Aussie victim of Beirut blast was just two
The Australian victim of the deadly explosion in Beirut has been identified as a boy of just two years old.
On Saturday night, the Department of Foreign Affairs and Trade (DFAT) confirmed that Isaac Oehlers died in the Beirut blast which has also claimed more than 150 other lives.
"We are heartbroken by the sudden and tragic loss of our beautiful boy following the disaster in Beirut. Isaac was two and will be deeply missed by family and friends," the family said in a statement released by DFAT.
"The family would like to thank everyone who has offered comfort and support to us, and would like to express our condolences to everyone in Lebanon who is suffering from this devastating tragedy.
Little Isaac was killed on Tuesday during the blast which is widely believed to have been set off by the detonation of 2750 tons of ammonium nitrate which had been stored for years at Beirut's port.
Early reports suggest the normally inert substance may have been ignited by nearby fireworks or reports of welding work being undertaken.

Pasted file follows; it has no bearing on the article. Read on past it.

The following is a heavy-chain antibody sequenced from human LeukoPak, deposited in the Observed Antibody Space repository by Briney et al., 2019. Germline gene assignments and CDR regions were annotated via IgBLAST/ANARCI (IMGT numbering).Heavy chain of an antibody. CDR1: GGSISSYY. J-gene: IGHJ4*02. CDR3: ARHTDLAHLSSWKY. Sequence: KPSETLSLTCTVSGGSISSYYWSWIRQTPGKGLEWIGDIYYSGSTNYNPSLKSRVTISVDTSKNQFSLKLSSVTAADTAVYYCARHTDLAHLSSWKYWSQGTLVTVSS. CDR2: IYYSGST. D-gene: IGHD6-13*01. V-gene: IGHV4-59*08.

It's thought around 5000 people were injured in the explosion.
The governor of Beirut has said financial losses are estimated at $10 billion to $15 billion and more than 300,000 had lost their homes.
A German diplomat was killed at home in her apartment in the blast. Meanwhile French President Emmanuel Macron jetted in and pledged to co-ordinate international rescue efforts.
The Lebanese government has called for those responsible for storing the ammonium nitrate, a substance used in fertilisers and explosives, in the port of the capital, to be placed under house arrest.
"It is an accident … preliminary reports indicate it is mismanagement of explosive products. This is a very serious neglect that continued for six years," Lebanon's Foreign Minister Charbel Wehbe told French radio.
However on Friday, Lebanon's President Michel Aoun added a new theory to the mix suggesting it may not have been an accident after all.
"There are two possible scenarios for what happened: it was either negligence or foreign interference through a missile or bomb," he said, the first time a top Lebanese official raised the possibility that the port had been attacked.